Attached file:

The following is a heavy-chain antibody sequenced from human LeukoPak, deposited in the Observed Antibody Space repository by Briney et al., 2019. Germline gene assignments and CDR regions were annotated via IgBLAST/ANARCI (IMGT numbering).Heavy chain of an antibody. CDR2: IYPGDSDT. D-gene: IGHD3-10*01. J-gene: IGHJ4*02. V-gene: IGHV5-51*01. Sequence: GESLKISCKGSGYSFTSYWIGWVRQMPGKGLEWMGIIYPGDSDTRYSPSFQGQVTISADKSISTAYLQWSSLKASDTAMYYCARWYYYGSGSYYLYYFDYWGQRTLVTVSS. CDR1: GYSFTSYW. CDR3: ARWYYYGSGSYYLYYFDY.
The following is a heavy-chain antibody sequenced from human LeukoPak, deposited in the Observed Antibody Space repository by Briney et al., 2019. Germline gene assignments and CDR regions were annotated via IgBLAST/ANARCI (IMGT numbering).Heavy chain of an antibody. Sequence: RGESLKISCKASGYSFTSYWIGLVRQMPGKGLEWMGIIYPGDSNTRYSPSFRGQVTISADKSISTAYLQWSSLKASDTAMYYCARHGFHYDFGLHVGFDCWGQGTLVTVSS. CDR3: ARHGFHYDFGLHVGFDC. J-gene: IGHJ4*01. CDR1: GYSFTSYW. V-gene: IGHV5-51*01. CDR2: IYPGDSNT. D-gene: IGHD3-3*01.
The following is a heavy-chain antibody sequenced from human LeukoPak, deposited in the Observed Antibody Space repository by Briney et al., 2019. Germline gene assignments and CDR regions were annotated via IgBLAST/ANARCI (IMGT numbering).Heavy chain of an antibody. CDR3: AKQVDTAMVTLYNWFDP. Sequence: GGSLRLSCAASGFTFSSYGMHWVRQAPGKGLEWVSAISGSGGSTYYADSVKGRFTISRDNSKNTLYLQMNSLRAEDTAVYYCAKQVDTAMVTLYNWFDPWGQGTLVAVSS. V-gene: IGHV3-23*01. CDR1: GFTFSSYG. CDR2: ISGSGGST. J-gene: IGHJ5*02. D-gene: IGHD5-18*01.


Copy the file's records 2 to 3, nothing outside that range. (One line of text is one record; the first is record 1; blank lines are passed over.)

The following is a heavy-chain antibody sequenced from human LeukoPak, deposited in the Observed Antibody Space repository by Briney et al., 2019. Germline gene assignments and CDR regions were annotated via IgBLAST/ANARCI (IMGT numbering).Heavy chain of an antibody. Sequence: RGESLKISCKASGYSFTSYWIGLVRQMPGKGLEWMGIIYPGDSNTRYSPSFRGQVTISADKSISTAYLQWSSLKASDTAMYYCARHGFHYDFGLHVGFDCWGQGTLVTVSS. CDR3: ARHGFHYDFGLHVGFDC. J-gene: IGHJ4*01. CDR1: GYSFTSYW. V-gene: IGHV5-51*01. CDR2: IYPGDSNT. D-gene: IGHD3-3*01.
The following is a heavy-chain antibody sequenced from human LeukoPak, deposited in the Observed Antibody Space repository by Briney et al., 2019. Germline gene assignments and CDR regions were annotated via IgBLAST/ANARCI (IMGT numbering).Heavy chain of an antibody. CDR3: AKQVDTAMVTLYNWFDP. Sequence: GGSLRLSCAASGFTFSSYGMHWVRQAPGKGLEWVSAISGSGGSTYYADSVKGRFTISRDNSKNTLYLQMNSLRAEDTAVYYCAKQVDTAMVTLYNWFDPWGQGTLVAVSS. V-gene: IGHV3-23*01. CDR1: GFTFSSYG. CDR2: ISGSGGST. J-gene: IGHJ5*02. D-gene: IGHD5-18*01.